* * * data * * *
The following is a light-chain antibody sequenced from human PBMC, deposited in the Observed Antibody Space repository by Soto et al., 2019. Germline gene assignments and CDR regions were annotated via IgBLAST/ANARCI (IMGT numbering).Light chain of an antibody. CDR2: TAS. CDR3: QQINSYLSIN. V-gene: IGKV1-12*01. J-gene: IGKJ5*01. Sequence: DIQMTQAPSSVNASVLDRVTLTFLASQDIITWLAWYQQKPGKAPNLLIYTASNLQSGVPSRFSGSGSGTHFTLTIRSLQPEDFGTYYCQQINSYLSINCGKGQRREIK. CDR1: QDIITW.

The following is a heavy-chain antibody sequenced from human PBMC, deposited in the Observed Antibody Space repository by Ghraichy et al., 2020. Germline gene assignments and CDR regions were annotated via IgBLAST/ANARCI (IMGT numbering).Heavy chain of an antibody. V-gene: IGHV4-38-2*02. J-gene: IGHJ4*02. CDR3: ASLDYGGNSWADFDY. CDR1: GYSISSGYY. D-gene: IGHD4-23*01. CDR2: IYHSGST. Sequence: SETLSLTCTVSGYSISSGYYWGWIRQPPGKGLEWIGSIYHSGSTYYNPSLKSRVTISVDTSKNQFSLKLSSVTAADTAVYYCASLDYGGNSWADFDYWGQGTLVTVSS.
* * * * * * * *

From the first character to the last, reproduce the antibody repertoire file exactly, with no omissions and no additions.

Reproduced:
The following is a light-chain antibody sequenced from human PBMC, deposited in the Observed Antibody Space repository by Soto et al., 2019. Germline gene assignments and CDR regions were annotated via IgBLAST/ANARCI (IMGT numbering).Light chain of an antibody. CDR2: TAS. CDR3: QQINSYLSIN. V-gene: IGKV1-12*01. J-gene: IGKJ5*01. Sequence: DIQMTQAPSSVNASVLDRVTLTFLASQDIITWLAWYQQKPGKAPNLLIYTASNLQSGVPSRFSGSGSGTHFTLTIRSLQPEDFGTYYCQQINSYLSINCGKGQRREIK. CDR1: QDIITW.

The following is a heavy-chain antibody sequenced from human PBMC, deposited in the Observed Antibody Space repository by Ghraichy et al., 2020. Germline gene assignments and CDR regions were annotated via IgBLAST/ANARCI (IMGT numbering).Heavy chain of an antibody. V-gene: IGHV4-38-2*02. J-gene: IGHJ4*02. CDR3: ASLDYGGNSWADFDY. CDR1: GYSISSGYY. D-gene: IGHD4-23*01. CDR2: IYHSGST. Sequence: SETLSLTCTVSGYSISSGYYWGWIRQPPGKGLEWIGSIYHSGSTYYNPSLKSRVTISVDTSKNQFSLKLSSVTAADTAVYYCASLDYGGNSWADFDYWGQGTLVTVSS.